February 15, 2011
EU ministers and MEPs have done something very sensible: agreed on an EU-wide patent.
According to the Commission, obtaining a patent protection for all member states in the EU is currently around 15 times more expensive than obtaining patent protection in the US. And for a change, their estimate might actually be about right.
The absence of an EU-wide patent is a massive obstacle to growth and innovation in Europe – and a barrier for fledgling SMEs in particular. Given all the regulations pumped out by Brussels every year – many far from essential – it’s surprising that it has taken so many years for EU leaders to agree on something that instantly can have such a positive impact on Europe’s economy and competitiveness. But it’s welcome nonetheless.
Not everyone is happy though. Spain and Italy oppose the proposal, feeling snubbed as the EU patent will primarily be translated into English, German and French (who cares about competitive disadvantages for Europe against the rest of the world, eh?).
Spanish and Italian opposition means that other member states will press ahead with a patent under so-called structured cooperation (which allows at least nine member states to take a proposal forward even if some other countries oppose it).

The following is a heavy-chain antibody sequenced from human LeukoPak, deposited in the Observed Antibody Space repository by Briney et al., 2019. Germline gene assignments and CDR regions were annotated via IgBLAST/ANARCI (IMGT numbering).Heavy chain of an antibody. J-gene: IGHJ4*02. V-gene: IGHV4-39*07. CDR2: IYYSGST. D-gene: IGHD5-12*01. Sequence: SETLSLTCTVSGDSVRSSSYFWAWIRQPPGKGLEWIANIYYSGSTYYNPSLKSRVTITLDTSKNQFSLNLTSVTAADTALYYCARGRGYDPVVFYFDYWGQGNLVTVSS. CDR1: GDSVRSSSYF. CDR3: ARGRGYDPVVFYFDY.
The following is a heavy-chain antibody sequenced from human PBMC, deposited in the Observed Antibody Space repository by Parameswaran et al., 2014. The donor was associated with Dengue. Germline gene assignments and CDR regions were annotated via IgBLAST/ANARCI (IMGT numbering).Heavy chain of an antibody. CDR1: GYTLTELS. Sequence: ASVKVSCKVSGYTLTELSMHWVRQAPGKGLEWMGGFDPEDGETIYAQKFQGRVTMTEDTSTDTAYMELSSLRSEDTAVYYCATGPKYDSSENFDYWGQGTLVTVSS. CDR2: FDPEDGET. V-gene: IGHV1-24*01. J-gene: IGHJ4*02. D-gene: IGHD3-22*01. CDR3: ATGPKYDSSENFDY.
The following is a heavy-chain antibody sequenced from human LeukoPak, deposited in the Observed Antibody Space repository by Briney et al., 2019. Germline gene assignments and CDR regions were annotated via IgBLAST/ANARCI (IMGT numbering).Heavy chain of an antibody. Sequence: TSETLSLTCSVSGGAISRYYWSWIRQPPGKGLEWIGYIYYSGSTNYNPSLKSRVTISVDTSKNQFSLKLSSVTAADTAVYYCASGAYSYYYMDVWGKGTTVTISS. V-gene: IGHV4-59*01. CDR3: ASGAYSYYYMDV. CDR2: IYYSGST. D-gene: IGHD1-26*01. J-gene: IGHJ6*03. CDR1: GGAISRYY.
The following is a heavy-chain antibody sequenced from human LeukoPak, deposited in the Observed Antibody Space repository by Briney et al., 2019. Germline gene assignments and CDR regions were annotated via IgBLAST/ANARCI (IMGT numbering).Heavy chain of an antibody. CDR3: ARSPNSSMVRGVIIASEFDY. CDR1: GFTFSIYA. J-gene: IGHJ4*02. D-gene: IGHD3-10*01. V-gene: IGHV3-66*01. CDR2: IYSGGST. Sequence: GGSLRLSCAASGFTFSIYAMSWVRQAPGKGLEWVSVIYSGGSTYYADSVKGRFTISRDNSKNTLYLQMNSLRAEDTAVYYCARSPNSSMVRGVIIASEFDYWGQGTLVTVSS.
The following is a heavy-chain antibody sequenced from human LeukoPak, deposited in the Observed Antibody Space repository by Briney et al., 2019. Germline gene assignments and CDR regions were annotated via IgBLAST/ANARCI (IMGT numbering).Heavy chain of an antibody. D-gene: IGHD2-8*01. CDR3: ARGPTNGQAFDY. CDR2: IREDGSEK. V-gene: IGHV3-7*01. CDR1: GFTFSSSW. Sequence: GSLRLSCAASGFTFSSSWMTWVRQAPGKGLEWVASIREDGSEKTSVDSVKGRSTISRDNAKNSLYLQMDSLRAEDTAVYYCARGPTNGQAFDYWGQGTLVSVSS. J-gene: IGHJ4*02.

The benefits of this proposal aside, we now await a rash of media comments on how Spain and Italy will be stuck in the EU’s “slow lane” on innovation. Because, surely, media’s two-speed Europe analogy cannot only apply to the euro?
The Italian government seems to have few regrets, however. El Pais quotes a fuming spokesperson for the Italian government saying that the proposal has been approved “in a worrying and surprising way.” Referring to a pending court case at the ECJ (lodged by Spain and Italy on discrimination gounds), he goes on,
It’s a failure of respect between the EU institutions.
As ever, there’s more to two-speed Europe than what meets the eye.
Regardless, well done EU ministers and MEPs for finally pulling your fingers out.Open Europe blog team